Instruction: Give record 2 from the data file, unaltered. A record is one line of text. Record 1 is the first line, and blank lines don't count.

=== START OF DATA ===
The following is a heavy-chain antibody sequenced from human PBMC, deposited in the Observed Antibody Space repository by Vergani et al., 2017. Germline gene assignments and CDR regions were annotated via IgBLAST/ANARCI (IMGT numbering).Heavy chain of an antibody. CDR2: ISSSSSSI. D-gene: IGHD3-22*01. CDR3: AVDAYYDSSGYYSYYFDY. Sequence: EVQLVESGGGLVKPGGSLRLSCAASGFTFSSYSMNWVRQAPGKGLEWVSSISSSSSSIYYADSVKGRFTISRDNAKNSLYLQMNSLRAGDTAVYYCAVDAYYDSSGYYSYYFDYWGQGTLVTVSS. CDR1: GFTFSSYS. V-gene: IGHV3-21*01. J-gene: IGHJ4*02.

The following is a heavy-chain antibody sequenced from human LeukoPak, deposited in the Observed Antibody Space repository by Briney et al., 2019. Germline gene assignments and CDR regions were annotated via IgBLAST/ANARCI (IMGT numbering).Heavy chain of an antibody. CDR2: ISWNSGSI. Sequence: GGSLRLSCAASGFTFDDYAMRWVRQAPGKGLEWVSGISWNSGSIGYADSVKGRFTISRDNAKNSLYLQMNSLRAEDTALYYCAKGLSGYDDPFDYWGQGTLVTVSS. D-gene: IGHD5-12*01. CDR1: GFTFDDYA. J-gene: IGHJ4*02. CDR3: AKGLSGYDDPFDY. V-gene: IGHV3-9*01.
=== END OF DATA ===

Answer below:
The following is a heavy-chain antibody sequenced from human LeukoPak, deposited in the Observed Antibody Space repository by Briney et al., 2019. Germline gene assignments and CDR regions were annotated via IgBLAST/ANARCI (IMGT numbering).Heavy chain of an antibody. CDR2: ISWNSGSI. Sequence: GGSLRLSCAASGFTFDDYAMRWVRQAPGKGLEWVSGISWNSGSIGYADSVKGRFTISRDNAKNSLYLQMNSLRAEDTALYYCAKGLSGYDDPFDYWGQGTLVTVSS. D-gene: IGHD5-12*01. CDR1: GFTFDDYA. J-gene: IGHJ4*02. CDR3: AKGLSGYDDPFDY. V-gene: IGHV3-9*01.